'It's funny because it's scary'

'It's funny because it's scary'

Tim Ferguson's show is about his battle with multiple sclerosis - and a whole lot more, Ron Cerabona writes

As a member of Canberra-formed comedy troupe The Doug Anthony All Stars, Tim Ferguson seemed to have it all. He was, as he says, ''living the comedy rock-star life … sex, drugs and Benny Hill music''.

Having made a name for themselves in Australia in the 1980s, the trio - which also featured Paul McDermott and Richard Fidler - was ''touring from country to country, selling out bigger and bigger venues''. Life was good.

Tim Ferguson makes the best of a bad situation.

Tim Ferguson makes the best of a bad situation.Credit:James Penlidis

But there were signs something was wrong. Ferguson, 48, says that from the age of 19, odd things began happening to his body: his eyes would become slightly crossed, he would have pins and needles and numbness in his limbs and a fuzzy, buzzy feeling in his head.

''The symptoms would come and go, come and go.''

Doug Anthony Allstars: (from left) Richard Fidler, Tim Ferguson and Paul McDermott.

Doug Anthony Allstars: (from left) Richard Fidler, Tim Ferguson and Paul McDermott.Credit:Neil Newitt

For a long time, he was able to ignore them. He was young and having fun and, besides, the act was going well. He didn't want to cause trouble.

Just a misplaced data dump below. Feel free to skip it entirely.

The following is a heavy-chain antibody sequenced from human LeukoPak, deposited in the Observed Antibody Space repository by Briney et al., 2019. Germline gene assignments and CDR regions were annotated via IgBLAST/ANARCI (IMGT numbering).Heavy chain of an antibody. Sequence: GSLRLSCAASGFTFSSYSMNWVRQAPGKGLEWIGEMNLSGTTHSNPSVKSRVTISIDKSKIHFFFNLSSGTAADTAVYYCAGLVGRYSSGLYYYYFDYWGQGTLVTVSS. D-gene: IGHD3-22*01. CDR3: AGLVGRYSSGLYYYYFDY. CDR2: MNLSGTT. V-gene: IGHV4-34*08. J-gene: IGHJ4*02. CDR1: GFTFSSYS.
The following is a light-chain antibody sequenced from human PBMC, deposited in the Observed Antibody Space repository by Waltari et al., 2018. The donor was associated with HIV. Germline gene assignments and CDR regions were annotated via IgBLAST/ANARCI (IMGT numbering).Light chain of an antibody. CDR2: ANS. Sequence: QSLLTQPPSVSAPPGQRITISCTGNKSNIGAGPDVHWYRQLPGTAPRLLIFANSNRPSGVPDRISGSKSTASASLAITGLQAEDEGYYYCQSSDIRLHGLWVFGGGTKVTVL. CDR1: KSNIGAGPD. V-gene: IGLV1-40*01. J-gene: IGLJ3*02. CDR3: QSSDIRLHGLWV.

But eventually, while they were in London in 1994, ''the left side of my body went AWOL,'' he says.

He thought he might have had a stroke but hoped it was something simpler, like overtiredness, that a change of lifestyle could overcome. But after going, reluctantly, to the doctor - ''I'm a man; we don't like doctors'' - came the diagnosis: multiple sclerosis.

Ferguson decided he had to return to Australia to live - ''it was best to be stationary'' - and so the All Stars were forced to break up.

He says Fidler and McDermott were ''very upset. It was a juggernaut, and I was the one who said they had to stop.''

It was a few years later that he told them exactly why (''I didn't want anyone to worry''). And two years ago, on McDermott's TV show Good News Week, he went public about his condition, which was becoming obvious.

''I thought I might as well say it and everybody will be concerned and see I'm fine and move on.''

And that's pretty much what happened, although, he says, ''I would have preferred a little more gasping.''

The next stage in his laugh-rather-than-cry openness about his MS came with Carry a Big Stick, a show he devised with director Mark Gracie a couple of years ago that had a sell-out season at the Melbourne International Comedy Festival.

''I had the idea that it would be good to do a show that explains to the audience what happened,'' he says.

''The main thing is to do a funny show,'' he says.

Sure, MS is scary, he says.

''But it's funny because it's scary.''

Indeed, he says Carry a Big Stick is ''the funniest solo work I've ever done''.